For readers of Melissa Bank or Jhumpa Lahiri: witty, seductive stories of expatriate women, their loves and losses.
'Interesting women - are we ever going to be free of them? I meet them everywhere these days, now that there is no longer such a thing as an interesting man . . .' So drawls the narrator of one of Andrea Lee's jewel-like stories, herself, undeniably, an Interesting Woman.
These gleaming, sensual stories bend a wit worthy of Colette's on a demimonde of expatriates, teenage "pocket divas", girlfriends, wives, mistresses and daughters. Each focuses on a moment of seduction, of self-discovery, where the mocking detachment of the outsider is briefly pulled aside.
An American, chained by her Italian husband's belief in her conventional wholesomeness, surprises him with two costly call girls for his birthday; but her pleasure in her own daring remains wistfully private. A New England beauty has a brief love affair, alternately lyrical and perverse, with a European prince more than twice her age. A woman, having earlier left her husband "in a moment of epic distraction", has his new ex to stay, changing forever their understanding of the man they both married.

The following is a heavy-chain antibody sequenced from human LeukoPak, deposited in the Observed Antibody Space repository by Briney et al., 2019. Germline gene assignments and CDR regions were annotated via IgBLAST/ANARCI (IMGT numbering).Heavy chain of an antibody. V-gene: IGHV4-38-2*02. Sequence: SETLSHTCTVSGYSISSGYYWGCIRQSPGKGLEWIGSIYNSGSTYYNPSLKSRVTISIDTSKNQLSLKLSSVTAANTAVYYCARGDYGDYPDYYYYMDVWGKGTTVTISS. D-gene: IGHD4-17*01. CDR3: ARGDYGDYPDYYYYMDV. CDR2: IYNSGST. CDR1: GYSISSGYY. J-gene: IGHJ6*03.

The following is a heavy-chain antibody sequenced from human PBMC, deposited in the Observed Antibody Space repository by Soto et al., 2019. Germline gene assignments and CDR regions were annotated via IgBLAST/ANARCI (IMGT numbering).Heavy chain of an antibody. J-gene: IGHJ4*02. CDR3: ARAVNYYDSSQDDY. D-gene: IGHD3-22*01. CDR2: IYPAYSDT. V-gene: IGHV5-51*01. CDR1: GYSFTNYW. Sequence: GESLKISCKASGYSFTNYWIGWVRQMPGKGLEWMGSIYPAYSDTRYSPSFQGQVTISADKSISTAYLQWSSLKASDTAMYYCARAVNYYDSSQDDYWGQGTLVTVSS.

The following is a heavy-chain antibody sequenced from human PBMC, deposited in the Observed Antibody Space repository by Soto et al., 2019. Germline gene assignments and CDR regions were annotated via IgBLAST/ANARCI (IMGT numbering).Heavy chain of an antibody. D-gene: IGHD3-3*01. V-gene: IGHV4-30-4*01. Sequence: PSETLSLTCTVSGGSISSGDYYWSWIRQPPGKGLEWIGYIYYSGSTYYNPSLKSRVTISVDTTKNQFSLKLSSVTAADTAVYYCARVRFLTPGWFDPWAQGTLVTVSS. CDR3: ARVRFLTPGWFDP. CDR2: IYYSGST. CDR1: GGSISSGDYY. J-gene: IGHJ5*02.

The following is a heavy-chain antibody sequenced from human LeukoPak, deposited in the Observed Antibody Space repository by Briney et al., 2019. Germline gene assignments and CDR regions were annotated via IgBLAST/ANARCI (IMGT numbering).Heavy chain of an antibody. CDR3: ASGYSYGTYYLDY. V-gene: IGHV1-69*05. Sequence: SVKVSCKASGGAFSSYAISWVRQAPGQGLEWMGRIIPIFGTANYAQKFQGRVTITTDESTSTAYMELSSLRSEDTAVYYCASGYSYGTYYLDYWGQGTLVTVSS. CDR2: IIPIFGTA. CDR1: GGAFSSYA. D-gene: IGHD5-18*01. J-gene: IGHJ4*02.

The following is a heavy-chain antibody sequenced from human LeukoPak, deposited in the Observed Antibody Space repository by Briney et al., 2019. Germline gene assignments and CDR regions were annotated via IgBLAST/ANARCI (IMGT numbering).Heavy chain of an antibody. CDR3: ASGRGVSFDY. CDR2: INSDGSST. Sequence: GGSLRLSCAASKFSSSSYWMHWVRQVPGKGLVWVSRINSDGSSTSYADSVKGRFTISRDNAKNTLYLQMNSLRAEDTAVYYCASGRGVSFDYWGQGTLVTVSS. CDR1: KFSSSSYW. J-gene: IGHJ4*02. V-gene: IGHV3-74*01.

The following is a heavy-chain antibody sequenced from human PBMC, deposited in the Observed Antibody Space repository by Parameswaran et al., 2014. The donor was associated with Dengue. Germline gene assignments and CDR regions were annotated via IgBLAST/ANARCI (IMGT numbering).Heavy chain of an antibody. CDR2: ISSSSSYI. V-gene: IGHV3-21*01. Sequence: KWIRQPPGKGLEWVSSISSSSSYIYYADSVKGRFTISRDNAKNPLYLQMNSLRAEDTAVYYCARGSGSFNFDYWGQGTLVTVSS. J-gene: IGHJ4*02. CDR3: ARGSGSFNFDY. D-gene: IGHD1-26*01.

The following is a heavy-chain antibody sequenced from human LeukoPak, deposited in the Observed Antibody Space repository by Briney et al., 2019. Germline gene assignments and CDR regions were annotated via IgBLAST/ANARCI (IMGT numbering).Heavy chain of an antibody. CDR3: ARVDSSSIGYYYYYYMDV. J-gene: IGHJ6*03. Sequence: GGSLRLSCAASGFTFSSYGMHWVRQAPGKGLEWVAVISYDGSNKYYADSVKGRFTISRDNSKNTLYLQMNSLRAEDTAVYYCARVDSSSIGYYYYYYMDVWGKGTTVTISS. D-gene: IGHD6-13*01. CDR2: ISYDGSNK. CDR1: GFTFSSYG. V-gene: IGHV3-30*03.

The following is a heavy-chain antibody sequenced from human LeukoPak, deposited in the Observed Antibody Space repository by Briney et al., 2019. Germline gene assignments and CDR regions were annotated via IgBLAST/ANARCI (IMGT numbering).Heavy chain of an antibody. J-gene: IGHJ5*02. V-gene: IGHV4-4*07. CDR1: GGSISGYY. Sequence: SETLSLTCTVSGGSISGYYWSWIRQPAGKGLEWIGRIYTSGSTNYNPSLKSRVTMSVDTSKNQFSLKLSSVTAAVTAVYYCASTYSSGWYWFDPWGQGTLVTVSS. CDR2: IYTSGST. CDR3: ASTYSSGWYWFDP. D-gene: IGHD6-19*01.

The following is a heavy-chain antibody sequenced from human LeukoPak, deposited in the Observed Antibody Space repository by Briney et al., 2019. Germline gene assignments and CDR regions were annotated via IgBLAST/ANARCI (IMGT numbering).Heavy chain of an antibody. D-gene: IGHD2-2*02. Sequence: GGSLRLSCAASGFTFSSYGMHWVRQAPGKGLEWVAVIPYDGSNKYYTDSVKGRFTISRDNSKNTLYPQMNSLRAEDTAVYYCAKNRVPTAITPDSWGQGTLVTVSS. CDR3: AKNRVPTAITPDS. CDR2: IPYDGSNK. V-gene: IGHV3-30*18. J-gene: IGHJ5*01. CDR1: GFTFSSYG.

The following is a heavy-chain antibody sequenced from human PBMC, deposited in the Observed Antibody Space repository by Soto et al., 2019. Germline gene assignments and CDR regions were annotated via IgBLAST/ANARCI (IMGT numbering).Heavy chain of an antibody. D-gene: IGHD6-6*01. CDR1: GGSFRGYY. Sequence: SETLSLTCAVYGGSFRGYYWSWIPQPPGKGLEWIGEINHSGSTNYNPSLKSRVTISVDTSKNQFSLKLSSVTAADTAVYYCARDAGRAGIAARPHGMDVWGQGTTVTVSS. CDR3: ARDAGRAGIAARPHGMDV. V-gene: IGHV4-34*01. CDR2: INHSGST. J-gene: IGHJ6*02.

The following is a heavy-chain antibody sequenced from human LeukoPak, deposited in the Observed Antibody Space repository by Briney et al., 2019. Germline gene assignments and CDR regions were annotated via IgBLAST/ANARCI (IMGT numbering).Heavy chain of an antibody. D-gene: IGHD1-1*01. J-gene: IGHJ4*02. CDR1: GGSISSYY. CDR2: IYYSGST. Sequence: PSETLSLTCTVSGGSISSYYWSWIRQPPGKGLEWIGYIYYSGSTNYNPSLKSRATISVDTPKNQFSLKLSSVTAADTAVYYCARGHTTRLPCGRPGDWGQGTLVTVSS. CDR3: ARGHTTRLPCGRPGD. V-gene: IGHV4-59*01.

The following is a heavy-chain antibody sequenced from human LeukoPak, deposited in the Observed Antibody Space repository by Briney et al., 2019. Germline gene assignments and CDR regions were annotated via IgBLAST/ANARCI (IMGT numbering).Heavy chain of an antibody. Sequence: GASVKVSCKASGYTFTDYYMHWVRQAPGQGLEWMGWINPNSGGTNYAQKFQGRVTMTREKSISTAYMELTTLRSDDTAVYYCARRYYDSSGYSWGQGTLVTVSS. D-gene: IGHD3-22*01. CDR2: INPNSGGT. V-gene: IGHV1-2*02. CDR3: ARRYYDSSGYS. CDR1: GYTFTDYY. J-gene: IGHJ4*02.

'Interesting Women' teases the reader with ironic glimpses of the charged games of sexual power between men and women, and women with each other. It is that delicious rarity: a summer read of sophisticated intelligence, whose gorgeous images will linger long.